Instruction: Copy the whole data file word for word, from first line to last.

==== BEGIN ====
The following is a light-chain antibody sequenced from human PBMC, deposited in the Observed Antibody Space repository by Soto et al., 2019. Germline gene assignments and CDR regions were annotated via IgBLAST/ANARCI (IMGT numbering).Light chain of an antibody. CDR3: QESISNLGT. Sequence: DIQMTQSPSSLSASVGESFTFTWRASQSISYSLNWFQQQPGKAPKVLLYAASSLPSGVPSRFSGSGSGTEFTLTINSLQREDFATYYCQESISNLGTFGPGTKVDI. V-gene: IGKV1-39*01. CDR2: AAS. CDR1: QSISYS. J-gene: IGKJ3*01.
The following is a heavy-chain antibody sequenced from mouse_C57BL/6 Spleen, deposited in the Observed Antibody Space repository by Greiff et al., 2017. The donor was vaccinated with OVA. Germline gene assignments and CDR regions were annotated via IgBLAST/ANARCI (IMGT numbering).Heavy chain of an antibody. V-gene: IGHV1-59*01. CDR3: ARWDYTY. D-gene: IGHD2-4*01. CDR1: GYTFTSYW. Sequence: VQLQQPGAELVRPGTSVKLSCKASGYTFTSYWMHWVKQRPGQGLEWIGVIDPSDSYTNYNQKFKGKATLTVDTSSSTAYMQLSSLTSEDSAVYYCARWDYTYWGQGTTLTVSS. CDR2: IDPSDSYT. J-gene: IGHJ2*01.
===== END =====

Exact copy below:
The following is a light-chain antibody sequenced from human PBMC, deposited in the Observed Antibody Space repository by Soto et al., 2019. Germline gene assignments and CDR regions were annotated via IgBLAST/ANARCI (IMGT numbering).Light chain of an antibody. CDR3: QESISNLGT. Sequence: DIQMTQSPSSLSASVGESFTFTWRASQSISYSLNWFQQQPGKAPKVLLYAASSLPSGVPSRFSGSGSGTEFTLTINSLQREDFATYYCQESISNLGTFGPGTKVDI. V-gene: IGKV1-39*01. CDR2: AAS. CDR1: QSISYS. J-gene: IGKJ3*01.
The following is a heavy-chain antibody sequenced from mouse_C57BL/6 Spleen, deposited in the Observed Antibody Space repository by Greiff et al., 2017. The donor was vaccinated with OVA. Germline gene assignments and CDR regions were annotated via IgBLAST/ANARCI (IMGT numbering).Heavy chain of an antibody. V-gene: IGHV1-59*01. CDR3: ARWDYTY. D-gene: IGHD2-4*01. CDR1: GYTFTSYW. Sequence: VQLQQPGAELVRPGTSVKLSCKASGYTFTSYWMHWVKQRPGQGLEWIGVIDPSDSYTNYNQKFKGKATLTVDTSSSTAYMQLSSLTSEDSAVYYCARWDYTYWGQGTTLTVSS. CDR2: IDPSDSYT. J-gene: IGHJ2*01.